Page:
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Iowa Time Machine - Amelia Earhart - June 1, 1937

Iowa Time Machine ⏰: On June 1, 1937, world-renowned pilot Amelia Earhart departed on her infamous attempt to become the first woman to fly around the world. A resident of Des Moines from 1908 to 1914, Earhart saw her first-ever airplane at the Iowa State Fair while living in Iowa’s capital city.

Born in 1897, Earhart spent the early part of her childhood living with her grandparents in Atchison, Kansas, while her father worked as a lawyer for the Rock Island Railroad. In 1907, the Rock Island transferred Edwin Earhart to Des Moines. The following year, his daughters Amelia and Muriel joined him. The family struggled due to Edwin’s alcoholism and lived in at least five different residences during their six years in Des Moines.

Amelia Earhart attended the State Fair when she first arrived in Des Moines as a ten-year-old. There, the future aviator saw her first airplane. “It was a thing of rusty wire and wood and looked not at all interesting,” Earhart recalled. Up until her move to Iowa, Earhart did not attend public school. She first enrolled as a twelve-year-old seventh grader.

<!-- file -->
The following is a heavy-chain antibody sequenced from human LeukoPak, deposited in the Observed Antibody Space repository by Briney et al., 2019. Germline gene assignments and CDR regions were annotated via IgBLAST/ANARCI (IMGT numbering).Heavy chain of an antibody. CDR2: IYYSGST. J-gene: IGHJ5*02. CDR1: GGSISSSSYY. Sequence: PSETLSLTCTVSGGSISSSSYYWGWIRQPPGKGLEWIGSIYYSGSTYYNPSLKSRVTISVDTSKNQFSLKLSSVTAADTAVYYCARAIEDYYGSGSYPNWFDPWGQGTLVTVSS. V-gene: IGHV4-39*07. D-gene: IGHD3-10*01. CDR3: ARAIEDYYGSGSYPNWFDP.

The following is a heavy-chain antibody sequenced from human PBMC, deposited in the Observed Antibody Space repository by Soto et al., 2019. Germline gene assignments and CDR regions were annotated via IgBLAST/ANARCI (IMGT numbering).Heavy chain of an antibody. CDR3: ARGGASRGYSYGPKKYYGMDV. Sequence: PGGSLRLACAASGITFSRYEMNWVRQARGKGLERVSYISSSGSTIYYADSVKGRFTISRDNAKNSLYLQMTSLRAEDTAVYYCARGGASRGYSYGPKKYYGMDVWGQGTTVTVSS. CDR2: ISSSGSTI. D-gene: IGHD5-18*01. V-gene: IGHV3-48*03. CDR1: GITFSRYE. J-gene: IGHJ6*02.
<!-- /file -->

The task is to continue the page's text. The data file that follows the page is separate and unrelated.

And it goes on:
After moving to Chicago in 1914, Earhart eventually learned to fly in California, taking flight lessons from an Iowan formerly of Ames named Neta Snook Southern. A whirlwind of success followed the flying lessons, and Earhart gained international fame when she became the first woman to fly across the Atlantic in June of 1928. Later, in September 1928, Earhart became the first woman to fly from the Atlantic Coast to the Pacific Coast.

Following the initial run of famous flights, Earhart returned to Iowa on a speaking tour. As accomplishments continued to accrue for the former Des Moines resident, the dream of flying around the world started to take shape. The engines roared on June 1, 1937, as Earhart climbed into the sky. The following day, a final transmission from the plane called out, “KHAQQ calling Itasca (a US Coast Guard ship). We must be near you but cannot see you…gas is running low…” #IowaHistoryDaily #IowaOTD #IowaHistoryCalendar


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